Below is a creative commons Image from Flickr. In the Caption to the photo is the kind of attribution that a Creative Commons Attribution License calls for when using an image like this from Flickr:
When you choose to use a photo or data available under a Creative Commons’ License, you’re giving other people information about their rights to use your copyrighted materials. This means that you should understand what the different licenses mean
Notice that the information on these sites provides Open Data available through licenses that allow people to create something new or useful
Attribution – This means to publicly give credit to the person or people who created a work, to identify them, and to identify the work itself.
Share-Alike – Requires that copies or adaptions of a work be released under the same licensing terms as the original
Derivatives – A work-based originally upon a different source, and is potentially imitative of that original source.
Noncommercial – A licensing requirement defining whether or not content being licensed can be used in a commercial or non-commercial manner.
Creative Commons License Types
Creative Commons is not a replacement for Copyright, but rather defines a number of licensing agreements under which a copyrighted work can be released to the world. Someone who might use the material covered under one of these licenses isn’t required to actually sign a release stating that they will abide by the terms of the license, but for them to use the copyrighted materials released under one of these licenses, they should follow its terms as described in the license.
Here are the licenses available on the Creative Commons site and some examples of where they are used.
Human-Readable Summary of License: Attribution
Example:CartoDB – Enables easy creation of Web-based maps.
License Terms: “You let others copy, distribute, display, and perform your copyrighted work – and derivative works based upon it – but only if they give you credit.”
Human-Readable Summary of License: Attribution-ShareAlike
Example:Freedom Defined – Helps in the creation of buttons and Logos for to identify free cultural works and licenses
License Terms: “You allow others to distribute derivative works only under a license identical to the license that governs your work.”
Human-Readable Summary of License: Attribution-NoDerivs
Example:UniProt – Aimed at being a “comprehensive, high-quality and freely accessible resource of protein sequence and functional information.”
License Terms: “You let others copy, distribute, display, and perform only verbatim copies of your work, not derivative works based upon it”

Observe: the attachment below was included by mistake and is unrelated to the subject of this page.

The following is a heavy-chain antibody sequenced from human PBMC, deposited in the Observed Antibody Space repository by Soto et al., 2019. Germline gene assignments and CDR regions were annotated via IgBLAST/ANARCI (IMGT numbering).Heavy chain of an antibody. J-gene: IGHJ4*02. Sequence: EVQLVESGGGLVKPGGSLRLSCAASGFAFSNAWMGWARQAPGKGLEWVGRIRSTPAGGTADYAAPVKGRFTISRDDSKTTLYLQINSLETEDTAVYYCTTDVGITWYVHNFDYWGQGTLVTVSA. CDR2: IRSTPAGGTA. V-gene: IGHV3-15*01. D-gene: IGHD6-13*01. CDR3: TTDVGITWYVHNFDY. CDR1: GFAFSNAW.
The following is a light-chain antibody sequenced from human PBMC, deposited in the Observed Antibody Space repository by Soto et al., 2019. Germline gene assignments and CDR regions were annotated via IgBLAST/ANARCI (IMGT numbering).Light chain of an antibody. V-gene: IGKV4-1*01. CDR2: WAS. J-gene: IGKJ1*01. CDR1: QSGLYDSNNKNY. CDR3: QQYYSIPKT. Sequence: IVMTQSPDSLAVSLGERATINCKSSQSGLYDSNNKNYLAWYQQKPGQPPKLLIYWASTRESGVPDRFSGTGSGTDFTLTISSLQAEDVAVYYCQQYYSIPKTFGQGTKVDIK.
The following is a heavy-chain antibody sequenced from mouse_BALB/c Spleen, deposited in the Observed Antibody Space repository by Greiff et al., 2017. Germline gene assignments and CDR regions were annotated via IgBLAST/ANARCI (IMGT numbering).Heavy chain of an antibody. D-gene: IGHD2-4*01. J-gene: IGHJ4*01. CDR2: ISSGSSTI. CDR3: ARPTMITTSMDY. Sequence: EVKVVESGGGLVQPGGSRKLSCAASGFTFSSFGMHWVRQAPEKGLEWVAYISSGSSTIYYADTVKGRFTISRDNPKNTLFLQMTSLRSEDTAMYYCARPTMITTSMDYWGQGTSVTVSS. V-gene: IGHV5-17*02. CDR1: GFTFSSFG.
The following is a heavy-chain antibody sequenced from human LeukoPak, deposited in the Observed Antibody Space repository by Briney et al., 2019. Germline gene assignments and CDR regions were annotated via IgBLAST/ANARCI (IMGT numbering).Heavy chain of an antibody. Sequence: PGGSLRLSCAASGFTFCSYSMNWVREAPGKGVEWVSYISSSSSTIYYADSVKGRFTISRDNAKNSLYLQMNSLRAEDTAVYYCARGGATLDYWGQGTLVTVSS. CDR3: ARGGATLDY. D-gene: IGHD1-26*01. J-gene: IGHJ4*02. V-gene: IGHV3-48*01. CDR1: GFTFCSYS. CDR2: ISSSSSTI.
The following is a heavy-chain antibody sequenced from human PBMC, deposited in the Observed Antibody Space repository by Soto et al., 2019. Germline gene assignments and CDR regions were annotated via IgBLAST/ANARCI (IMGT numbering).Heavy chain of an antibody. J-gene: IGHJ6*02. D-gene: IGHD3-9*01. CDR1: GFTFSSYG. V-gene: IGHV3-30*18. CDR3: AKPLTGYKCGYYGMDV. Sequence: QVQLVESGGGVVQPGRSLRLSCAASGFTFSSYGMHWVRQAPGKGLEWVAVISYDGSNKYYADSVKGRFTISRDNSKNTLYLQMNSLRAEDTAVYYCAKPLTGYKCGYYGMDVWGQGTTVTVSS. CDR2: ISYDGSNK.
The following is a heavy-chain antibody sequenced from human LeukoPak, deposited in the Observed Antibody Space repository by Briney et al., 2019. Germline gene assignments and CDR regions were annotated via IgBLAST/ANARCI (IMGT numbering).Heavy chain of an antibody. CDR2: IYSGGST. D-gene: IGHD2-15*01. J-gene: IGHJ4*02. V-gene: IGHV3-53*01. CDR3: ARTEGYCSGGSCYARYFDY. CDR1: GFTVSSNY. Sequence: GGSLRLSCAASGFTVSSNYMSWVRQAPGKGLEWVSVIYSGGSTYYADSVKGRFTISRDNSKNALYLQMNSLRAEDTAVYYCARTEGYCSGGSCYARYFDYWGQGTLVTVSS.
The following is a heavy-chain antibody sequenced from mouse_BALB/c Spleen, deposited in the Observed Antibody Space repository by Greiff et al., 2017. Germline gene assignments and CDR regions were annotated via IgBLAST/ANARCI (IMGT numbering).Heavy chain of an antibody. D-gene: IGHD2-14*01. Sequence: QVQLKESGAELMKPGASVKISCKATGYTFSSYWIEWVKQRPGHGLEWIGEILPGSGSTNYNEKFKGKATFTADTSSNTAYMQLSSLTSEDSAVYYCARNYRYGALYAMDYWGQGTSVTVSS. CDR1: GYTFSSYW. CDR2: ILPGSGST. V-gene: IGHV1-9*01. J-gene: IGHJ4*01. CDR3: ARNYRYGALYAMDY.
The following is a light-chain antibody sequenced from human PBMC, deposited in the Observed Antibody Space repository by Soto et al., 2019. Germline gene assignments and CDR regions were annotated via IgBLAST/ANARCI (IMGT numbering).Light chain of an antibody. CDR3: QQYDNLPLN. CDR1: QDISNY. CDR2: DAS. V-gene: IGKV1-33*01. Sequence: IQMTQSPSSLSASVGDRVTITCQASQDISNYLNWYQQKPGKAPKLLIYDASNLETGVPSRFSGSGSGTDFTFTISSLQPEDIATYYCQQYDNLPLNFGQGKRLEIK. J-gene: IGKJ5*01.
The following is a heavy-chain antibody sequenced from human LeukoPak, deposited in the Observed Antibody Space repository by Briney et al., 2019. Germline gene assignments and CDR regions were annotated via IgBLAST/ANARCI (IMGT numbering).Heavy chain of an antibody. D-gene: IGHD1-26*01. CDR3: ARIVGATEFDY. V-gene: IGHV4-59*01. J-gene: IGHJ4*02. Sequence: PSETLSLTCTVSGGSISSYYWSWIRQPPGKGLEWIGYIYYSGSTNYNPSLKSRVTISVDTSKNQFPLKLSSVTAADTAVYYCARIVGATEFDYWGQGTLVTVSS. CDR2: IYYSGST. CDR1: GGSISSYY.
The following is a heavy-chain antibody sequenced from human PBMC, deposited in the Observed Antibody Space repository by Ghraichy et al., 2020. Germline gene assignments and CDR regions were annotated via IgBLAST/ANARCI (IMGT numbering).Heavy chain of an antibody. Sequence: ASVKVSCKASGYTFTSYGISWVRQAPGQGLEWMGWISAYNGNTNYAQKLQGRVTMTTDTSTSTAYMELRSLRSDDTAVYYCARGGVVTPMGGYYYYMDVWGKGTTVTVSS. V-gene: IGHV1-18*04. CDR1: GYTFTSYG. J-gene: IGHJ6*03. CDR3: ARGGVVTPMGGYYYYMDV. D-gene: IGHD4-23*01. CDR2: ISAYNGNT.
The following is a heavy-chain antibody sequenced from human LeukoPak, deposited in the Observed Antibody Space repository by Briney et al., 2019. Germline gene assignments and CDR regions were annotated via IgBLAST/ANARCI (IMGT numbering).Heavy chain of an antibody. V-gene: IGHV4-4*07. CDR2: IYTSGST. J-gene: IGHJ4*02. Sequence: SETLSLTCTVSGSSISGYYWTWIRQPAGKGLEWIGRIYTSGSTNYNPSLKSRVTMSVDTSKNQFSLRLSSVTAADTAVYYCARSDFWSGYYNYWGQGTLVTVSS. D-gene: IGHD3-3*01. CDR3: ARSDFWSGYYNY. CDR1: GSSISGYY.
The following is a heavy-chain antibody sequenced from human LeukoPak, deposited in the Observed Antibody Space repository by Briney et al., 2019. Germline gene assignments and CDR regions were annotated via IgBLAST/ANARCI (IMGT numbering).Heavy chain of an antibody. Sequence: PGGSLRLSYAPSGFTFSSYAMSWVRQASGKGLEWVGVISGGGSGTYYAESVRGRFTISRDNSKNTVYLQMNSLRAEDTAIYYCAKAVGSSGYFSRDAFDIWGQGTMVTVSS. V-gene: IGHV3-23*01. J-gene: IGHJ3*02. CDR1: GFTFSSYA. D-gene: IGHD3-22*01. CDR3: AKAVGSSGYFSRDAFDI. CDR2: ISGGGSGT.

Human-Readable Summary of License: Attribution-NonCommercial
Example:xkcd.com – Comics focusing on Technology freely sharable on the Web.
License Terms: “You let others copy, distribute, display, and perform your work – and derivative works based upon it – but for noncommercial purposes only”
Human-Readable Summary of License: Attribution-NonCommercial-ShareAlike
Example:MITOpenCourseware – Information about courses offered at MIT.
License Terms: “This license lets others remix, tweak, and build upon your work non-commercially, as long as they credit you and license their new creations under the identical terms.”
Human-Readable Summary of License: Attribution-NonCommercial-NoDerivs
Example:Into the Fire – A film free to share and present in non-commercial settings.
License Terms: “This license is the most restrictive of our six main licenses, only allowing others to download your works and share them with others as long as they credit you, but they can’t change them in any way or use them commercially.”
Human-Readable Summary of License: Public Domain Dedication (CC0)
Example:Europeanaz – Featuring photos, places, and items from Europe.
License Terms: “You, the copyright holder, waive your interest in your work and place the work as completely as possible in the public domain so others may freely exploit and use the work without restriction under copyright or database law.”
Creative Commons Examples
If you would like to contribute an image to the Wikimedia Commons project, you can do so here
How to Attribute Creative Commons Photos:
1. Find an image you’d like to use from a source like Flickr, like the image at the top of this post.
2. Copy important information about the image for use in your attribution; name of image, name of image rights holder, link to image, link to License, link to type of license used (note that I included all of that information in the caption for the image).